Canadian duo’s change of pace create a classic.
Altameda are a duo comprising Erik Grice and Troy Snaterse and are based in Toronto and this album is all about longing to get out of town and go somewhere ‘down the road’. It’s inevitably influenced by the duo’s recent experiences, which include Snaterse’s father’s recent near fatal stroke and the death of his stepbrother – both within a few weeks of each other. But this doesn’t make for a maudlin listen – far from it. It’s an album full of great tunes and a range of styles.
Opening track ‘Dead Man’s Suit’ is a brooding and downbeat start – but it’s a powerful track and slowly builds with some lovely strings. Opening lyrics are – “Bought a dead man’s suit in Denver. Then wore it on stage. Got me thinking about impermanence, how everything dies with age.” It had made Snaterse think why some people are given a second chance, whilst others aren’t.
‘Wheel of Love’ is a life affirming slice of gorgousness, with some lovely warm bass lines, bluesy rhythms, stirring strings and some really effective pedal steel. ‘Neon (& That’s Why)’ is a sparkling song about finding a better life someplace more exciting, where two lovers can get away from their humdrum existence and finally become who they were always meant to be. ‘Nightmare Town’ on the other hand, is a piano led rouser and mixes life’s highs and lows, showing escape as a destructive impulse. “I know it was a joke but something was going through my head/ About the power of the gun and what I could do with it”. This song was written after Snaterse and his girlfriend had seen and been so impressed with Terence Malick’s majestic but troubling 1973 film Badlands and the song’s as powerful as the film is.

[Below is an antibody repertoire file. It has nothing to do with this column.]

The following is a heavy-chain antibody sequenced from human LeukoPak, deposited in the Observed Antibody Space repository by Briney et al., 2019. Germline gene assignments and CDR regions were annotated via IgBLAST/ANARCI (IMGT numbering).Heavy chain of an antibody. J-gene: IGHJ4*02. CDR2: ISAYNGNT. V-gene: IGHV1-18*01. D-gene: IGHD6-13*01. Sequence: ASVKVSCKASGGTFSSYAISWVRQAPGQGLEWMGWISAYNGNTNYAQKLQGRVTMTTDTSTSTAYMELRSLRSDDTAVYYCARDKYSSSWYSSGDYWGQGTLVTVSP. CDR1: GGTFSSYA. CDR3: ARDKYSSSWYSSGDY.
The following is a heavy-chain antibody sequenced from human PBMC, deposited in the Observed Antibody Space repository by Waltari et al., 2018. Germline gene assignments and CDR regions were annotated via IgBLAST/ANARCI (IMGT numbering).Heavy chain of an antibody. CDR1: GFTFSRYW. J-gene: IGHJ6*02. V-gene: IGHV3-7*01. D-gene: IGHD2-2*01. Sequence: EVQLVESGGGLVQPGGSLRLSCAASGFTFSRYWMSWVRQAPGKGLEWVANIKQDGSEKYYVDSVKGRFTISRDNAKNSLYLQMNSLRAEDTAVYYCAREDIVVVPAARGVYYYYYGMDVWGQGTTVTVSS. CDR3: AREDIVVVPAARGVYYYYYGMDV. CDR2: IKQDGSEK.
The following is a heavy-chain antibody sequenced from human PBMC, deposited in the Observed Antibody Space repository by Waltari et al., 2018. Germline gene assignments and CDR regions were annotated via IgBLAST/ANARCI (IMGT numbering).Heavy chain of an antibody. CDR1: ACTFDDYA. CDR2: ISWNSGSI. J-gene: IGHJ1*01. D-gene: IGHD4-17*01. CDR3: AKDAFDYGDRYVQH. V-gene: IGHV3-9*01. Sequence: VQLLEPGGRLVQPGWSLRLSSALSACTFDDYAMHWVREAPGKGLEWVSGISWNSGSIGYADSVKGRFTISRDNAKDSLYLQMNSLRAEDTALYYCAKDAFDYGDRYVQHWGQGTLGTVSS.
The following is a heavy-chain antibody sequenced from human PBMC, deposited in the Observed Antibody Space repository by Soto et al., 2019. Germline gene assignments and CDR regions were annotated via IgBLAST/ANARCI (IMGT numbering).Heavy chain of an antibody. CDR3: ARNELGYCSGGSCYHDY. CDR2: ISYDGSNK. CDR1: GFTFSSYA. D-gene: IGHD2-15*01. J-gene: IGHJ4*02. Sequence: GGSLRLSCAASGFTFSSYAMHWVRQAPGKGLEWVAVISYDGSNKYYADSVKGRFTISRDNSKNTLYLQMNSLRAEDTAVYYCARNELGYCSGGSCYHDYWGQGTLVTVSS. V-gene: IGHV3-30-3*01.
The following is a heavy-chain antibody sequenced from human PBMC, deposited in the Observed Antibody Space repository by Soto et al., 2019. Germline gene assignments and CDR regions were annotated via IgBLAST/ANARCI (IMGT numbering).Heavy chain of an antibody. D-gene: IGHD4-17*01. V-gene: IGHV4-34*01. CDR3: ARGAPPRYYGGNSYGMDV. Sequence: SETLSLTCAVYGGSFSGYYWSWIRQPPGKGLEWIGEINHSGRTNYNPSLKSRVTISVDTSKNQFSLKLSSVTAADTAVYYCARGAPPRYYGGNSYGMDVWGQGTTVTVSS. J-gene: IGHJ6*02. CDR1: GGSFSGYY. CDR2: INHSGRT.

The album was recorded with acclaimed producer Thomas D’Arcy (Neko Case, The Sheepdogs) and mixed by studio wiz Tucker Martine (My Morning Jacket, Whitney, REM) and, whilst previous Altameda albums have been sounding more rock and roll, this one is an exercise in craftmanship and subtlety – and all the better for it.
Snaterse recounts something his grandmother used to say which heavily influenced the album – “don’t go wishing your life away” and he thinks “she meant that we shouldn’t spend so much time thinking about the future that we miss out on appreciating everything that’s happening in front of us right now”. So true.
The album was written by the duo remotely and they were eventually able to regroup together post Covid – but still needed remote collaborators, including saxophonist Joseph Shabson (Destroyer, The War On Drugs) and string arranger Drew Jurecka (Bahamas, Dua Lipa).
This album finds two musicians so affected by their own personal experiences that, inadvertently, these songs are both painful and transcendent, brilliantly balancing a raw sound with gentle, atmospheric arrangements.
This is a classy, must listen album.
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